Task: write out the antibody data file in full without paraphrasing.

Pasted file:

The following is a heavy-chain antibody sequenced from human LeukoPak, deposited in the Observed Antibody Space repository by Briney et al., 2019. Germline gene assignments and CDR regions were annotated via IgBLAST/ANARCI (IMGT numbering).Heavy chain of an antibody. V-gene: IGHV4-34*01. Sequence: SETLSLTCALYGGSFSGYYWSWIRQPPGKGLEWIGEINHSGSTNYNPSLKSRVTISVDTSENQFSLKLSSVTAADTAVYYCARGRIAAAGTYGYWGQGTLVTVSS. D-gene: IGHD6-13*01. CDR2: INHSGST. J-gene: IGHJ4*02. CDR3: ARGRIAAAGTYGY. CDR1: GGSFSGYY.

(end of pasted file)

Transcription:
The following is a heavy-chain antibody sequenced from human LeukoPak, deposited in the Observed Antibody Space repository by Briney et al., 2019. Germline gene assignments and CDR regions were annotated via IgBLAST/ANARCI (IMGT numbering).Heavy chain of an antibody. V-gene: IGHV4-34*01. Sequence: SETLSLTCALYGGSFSGYYWSWIRQPPGKGLEWIGEINHSGSTNYNPSLKSRVTISVDTSENQFSLKLSSVTAADTAVYYCARGRIAAAGTYGYWGQGTLVTVSS. D-gene: IGHD6-13*01. CDR2: INHSGST. J-gene: IGHJ4*02. CDR3: ARGRIAAAGTYGY. CDR1: GGSFSGYY.